photo IMG_7203_zpsyb6i9fze.jpg photo IMG_7198_zpsvr6teipt.jpgThis walk is a favorite for many reasons. It was much loved by W’s late grandmother, who used to watch her rings (engagement, wedding, etenity) in the river. His mother later did so for her and now, with my engagement ring made from her eternity ring, I continued the tradition.

Another walk, perhaps our most difficult, was from First to Lake Bachalpsee. There’s some pretty steep inclines here, though it wasn’t helped by being a very hot day. The views at the Lake are well worth it though – plus there’s all kinds of fun things to do on your way down from First to Grindelwald. We hired ‘mountain karts’ – go-karts with no pedals and let gravity take us down. With no barriers to stop you driving over the sheer mountain edge it took me a while to get the better of my nerves but I would 100% do again. There’s also zip lines which I’m desperate to try, though they were closed due to high-winds on our trip.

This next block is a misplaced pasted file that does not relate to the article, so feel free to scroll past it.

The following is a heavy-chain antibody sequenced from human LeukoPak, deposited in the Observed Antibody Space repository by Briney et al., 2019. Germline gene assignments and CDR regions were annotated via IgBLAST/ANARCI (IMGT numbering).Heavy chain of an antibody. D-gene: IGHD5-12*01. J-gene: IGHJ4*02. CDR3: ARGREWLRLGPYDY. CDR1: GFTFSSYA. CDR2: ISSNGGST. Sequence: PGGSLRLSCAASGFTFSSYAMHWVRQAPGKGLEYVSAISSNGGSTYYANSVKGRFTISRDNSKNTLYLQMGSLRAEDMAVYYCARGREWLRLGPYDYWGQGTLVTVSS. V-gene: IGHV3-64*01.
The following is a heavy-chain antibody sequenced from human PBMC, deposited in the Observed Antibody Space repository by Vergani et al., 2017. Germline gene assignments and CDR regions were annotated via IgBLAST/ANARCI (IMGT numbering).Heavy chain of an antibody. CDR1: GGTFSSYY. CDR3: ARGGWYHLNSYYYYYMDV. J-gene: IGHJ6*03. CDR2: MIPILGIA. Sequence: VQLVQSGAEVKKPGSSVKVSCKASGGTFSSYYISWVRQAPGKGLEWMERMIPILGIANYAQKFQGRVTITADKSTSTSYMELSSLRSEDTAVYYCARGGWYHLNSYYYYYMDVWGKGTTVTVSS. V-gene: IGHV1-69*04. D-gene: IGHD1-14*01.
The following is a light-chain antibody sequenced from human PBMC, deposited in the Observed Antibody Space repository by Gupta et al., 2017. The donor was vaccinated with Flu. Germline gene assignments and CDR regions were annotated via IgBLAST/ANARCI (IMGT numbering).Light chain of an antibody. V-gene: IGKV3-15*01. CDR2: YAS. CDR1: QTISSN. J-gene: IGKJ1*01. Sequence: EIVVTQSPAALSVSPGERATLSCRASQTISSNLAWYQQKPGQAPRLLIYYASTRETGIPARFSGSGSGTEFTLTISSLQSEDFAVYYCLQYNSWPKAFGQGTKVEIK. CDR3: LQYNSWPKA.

Our final walk was in the shadows of the Schilthorn. We took the cable car from Lauterbrunnen to Grüschalp, before walking to Mürren. This has some stunning views and waterfalls, and is blessedly shady for most of the route. It also passes through a small farm where they hand-make cheese and fudge pretty much fresh from the cow. Alpine Fudge is something everyone needs to try! From Mürren we took the cable car down to Stechelberg (rather than up towards the Schilthorn) and then got a bus, stopping off at Trümmelbach Falls to enjoy the coolness of the gorge and glacial falls (water passes through at 20,000 litres per second, it’s a stunning place to visit).

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Other Sight-Seeing

The main ‘touristy’ thing we did was head up the Jungfrau on our first day. Now, this wasn’t included in our pass and it’s usually very pricey. Having done it in 2012 (and W many other times) we weren’t fussed about it but his parents offered us some free tickets they had. We ended up really enjoying it, the visibility was *amazing* and there had been fresh snowfall the night before. It’s definitely something I’d advise doing at least once, and with the winter spots, snowy walks and ice-palace to explore as well as the many viewing platforms you’ll be there for a good few hours!